What’s the most recognizable phone number you can think of?
For me, that answer comes straight from 1981: the iconic seven digits of Tommy Tutone’s 867-5309/Jenny. Apparently, that’s pretty common: a woman in Alabama named Lorene Burns, who once held the number, had this to say about the digits:
"When we'd first get calls at 2 or 3 in the morning, my husband would answer the phone. He can't hear too well. They'd ask for Jenny and he'd say 'Jimmy doesn't live here anymore.'... Tommy Tutone was the one who had the record. I'd like to get hold of his neck and choke him."
Yikes! Needless to say, after receiving dozens of phone calls each day for months, the Burns family changed their home phone number in 1982. (That’s probably a good thing, for both the Burns and their nuisance callers.)
Thankfully, most people don’t have the Burns’ problem. In fact, the number of residential land lines has plummeted in the last decade; when the song 867-5309 was released in 1981, virtually every household in the United States had at least one land line. In 2012, a CDC study concluded that 38.5 percent of Americans don’t have a land line and use only their cell phones, and another 15.9 percent people, who have both a land line and cell phone don’t use their land lines.
More than half of Americans don’t have or use their home phone numbers!
The trend lines show that residential consumers will continue to drop their land lines in favor of cellular devices; technology researchers estimate that by 2016 the number of wireless-only households could climb to 50.8 million.
Those numbers may not come as a surprise to you, but maybe you’re on the fence about whether you should drop your home phone number. You’re not alone.
Dropping your home phone is a big decision. If you are on the fence about cutting the cord, it makes sense to look at the pros and cons of having a land line phone number.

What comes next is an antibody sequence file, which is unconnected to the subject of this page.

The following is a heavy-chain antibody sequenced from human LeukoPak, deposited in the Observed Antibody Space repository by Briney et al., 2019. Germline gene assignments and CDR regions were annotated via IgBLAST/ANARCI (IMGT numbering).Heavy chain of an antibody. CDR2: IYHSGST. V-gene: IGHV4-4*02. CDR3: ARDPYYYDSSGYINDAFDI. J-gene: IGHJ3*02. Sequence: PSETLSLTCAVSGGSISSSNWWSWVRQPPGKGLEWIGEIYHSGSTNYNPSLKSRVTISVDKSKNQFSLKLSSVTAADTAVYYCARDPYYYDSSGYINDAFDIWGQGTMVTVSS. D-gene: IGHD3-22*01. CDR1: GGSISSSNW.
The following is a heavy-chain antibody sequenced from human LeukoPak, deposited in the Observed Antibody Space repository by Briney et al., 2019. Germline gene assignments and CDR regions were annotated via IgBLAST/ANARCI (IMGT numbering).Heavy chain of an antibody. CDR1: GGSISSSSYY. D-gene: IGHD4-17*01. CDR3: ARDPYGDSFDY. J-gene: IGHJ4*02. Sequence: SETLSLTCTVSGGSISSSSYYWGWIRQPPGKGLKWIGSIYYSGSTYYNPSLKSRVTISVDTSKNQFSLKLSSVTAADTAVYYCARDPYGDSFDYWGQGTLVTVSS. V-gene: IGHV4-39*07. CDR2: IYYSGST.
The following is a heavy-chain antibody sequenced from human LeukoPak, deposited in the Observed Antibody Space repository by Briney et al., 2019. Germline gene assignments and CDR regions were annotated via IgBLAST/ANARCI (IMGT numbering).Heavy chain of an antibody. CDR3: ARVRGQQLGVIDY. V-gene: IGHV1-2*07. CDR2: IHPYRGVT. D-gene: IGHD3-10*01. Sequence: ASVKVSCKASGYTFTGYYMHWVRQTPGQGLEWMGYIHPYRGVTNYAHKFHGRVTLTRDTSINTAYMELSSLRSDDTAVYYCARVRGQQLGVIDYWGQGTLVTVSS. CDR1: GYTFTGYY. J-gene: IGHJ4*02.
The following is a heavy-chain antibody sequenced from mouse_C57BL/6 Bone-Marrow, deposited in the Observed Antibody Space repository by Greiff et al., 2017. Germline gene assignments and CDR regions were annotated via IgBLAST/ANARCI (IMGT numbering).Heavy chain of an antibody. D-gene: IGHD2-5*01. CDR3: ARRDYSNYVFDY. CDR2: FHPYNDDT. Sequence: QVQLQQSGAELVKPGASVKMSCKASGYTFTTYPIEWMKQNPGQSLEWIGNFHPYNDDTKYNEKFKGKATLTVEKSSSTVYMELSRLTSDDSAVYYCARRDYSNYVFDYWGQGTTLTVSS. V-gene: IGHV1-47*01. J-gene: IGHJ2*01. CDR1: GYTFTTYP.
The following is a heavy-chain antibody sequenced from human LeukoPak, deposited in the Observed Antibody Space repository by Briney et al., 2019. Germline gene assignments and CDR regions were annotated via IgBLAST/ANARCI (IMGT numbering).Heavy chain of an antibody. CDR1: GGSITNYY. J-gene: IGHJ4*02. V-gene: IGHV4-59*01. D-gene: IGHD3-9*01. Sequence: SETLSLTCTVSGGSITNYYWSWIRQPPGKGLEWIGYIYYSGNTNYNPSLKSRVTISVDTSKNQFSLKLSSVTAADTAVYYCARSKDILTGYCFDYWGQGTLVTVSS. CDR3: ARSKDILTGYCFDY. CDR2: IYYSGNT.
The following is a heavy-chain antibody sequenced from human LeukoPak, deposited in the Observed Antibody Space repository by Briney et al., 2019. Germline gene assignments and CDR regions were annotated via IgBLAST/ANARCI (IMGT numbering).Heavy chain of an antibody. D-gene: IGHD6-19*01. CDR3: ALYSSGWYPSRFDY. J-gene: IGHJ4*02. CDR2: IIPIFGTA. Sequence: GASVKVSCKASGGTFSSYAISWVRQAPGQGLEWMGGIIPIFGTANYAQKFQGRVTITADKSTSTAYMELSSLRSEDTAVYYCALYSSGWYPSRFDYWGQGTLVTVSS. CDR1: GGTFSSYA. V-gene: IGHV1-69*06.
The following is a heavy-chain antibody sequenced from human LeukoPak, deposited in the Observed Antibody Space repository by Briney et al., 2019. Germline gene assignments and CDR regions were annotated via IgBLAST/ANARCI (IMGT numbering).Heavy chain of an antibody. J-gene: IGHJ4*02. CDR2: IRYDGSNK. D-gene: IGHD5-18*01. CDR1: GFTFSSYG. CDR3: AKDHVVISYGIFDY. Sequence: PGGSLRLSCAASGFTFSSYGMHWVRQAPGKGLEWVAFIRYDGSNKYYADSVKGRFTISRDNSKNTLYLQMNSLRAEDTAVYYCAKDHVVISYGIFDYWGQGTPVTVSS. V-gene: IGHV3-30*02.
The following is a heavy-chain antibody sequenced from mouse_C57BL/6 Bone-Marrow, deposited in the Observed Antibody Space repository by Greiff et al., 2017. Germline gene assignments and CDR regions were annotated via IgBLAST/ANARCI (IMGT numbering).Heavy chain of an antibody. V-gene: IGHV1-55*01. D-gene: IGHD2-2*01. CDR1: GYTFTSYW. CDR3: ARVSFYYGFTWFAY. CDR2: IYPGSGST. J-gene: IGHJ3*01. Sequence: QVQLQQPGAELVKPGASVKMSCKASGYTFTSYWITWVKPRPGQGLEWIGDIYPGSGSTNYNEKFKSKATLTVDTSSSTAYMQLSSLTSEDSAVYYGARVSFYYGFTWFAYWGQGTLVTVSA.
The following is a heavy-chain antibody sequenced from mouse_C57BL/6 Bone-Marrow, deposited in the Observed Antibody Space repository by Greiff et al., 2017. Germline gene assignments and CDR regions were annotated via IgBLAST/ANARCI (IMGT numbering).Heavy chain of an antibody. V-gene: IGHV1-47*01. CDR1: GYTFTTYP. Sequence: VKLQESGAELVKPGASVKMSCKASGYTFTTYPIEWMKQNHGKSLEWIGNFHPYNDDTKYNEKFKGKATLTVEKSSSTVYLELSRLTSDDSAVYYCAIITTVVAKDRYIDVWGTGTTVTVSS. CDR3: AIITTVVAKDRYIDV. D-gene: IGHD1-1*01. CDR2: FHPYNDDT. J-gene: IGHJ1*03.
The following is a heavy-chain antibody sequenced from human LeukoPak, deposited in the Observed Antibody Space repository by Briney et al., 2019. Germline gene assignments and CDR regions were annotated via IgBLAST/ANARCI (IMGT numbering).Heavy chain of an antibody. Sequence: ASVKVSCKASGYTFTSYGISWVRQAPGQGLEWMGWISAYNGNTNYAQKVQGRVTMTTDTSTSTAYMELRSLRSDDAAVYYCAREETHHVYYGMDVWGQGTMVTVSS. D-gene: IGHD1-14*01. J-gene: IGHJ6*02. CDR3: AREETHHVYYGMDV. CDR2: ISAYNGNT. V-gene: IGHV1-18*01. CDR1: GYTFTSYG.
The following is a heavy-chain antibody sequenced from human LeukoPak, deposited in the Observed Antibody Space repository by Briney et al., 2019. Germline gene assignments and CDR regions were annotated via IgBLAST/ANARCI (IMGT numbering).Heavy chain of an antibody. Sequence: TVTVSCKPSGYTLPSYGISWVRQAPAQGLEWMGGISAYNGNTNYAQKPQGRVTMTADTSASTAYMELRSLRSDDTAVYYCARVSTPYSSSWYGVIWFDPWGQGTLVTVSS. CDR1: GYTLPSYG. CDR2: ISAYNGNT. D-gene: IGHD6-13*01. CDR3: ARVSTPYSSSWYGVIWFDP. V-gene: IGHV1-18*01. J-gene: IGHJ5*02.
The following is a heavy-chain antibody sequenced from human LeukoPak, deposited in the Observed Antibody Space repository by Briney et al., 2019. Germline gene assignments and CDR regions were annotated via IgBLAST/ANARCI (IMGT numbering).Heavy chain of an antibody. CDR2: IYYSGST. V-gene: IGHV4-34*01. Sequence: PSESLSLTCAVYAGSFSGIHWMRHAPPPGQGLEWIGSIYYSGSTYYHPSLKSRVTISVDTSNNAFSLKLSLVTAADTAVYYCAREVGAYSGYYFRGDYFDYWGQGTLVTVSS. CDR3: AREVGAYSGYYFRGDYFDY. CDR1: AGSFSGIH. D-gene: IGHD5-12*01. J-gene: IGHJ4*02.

The pros and cons of cutting the cord to your home phone line:
Pro: You could stand to save quite a bit of money if you drop your home phone. If you already have and use a cell phone, you should take a look at the costs of your land line. Consider whether bundling your internet, phone and TV (or some combination thereof) is a savings or leaves you with services you hardly use.
Con: Not all cell phone plans are cheaper than land lines and bundles they are included in, especially if you use your home phone regularly.
Pro: You can do almost everything you do on your home phone on a cell phone. Keep in touch with family and friends, order a pizza, etc. Most cellular technology allows a lot more than phone calls, providing internet, video chat, and so much more.
Con (and this is a big one): In some places, cellular phone reception is not reliable enough to use in case of emergency. In fact, at my own home, a land line is a necessity because there isn’t strong enough signal to rely on reliable 911 service if I call from my cell phone. Similarly, if you don’t have reliable cell phone reception at your home, you may opt to keep your land line. This is especially true for business and errand calls, when video chat or text messages won’t suffice.
There's one more, final hesitation many people have. This is the big one.
The sticking point: the thought of losing their home phone numbers along with their land lines.
For many people, their home phone numbers are as much of their adult identities as their names or addresses. Losing it would be weird. Confusing. Stressful.
How in the world could they notify everybody of the change of number? It’s not as simple as a change of address form. In fact, it’s enough to make most people stop cold in their tracks, even if they could potentially save a lot of hard-earned money by dropping their home phone number.
Guess what? There is a way.
If you decide to drop your home phone line, you can keep your phone number.
Yes, really! You don’t have to worry about losing the phone number you’ve had for 5 or 65 years, and it is a simple process that won’t cost you an arm and a leg. So, don’t let the thought of losing your phone number and the headache that comes along with getting a new number stop you from making a move that might save you money and eliminate something that’s not really adding any value to your life.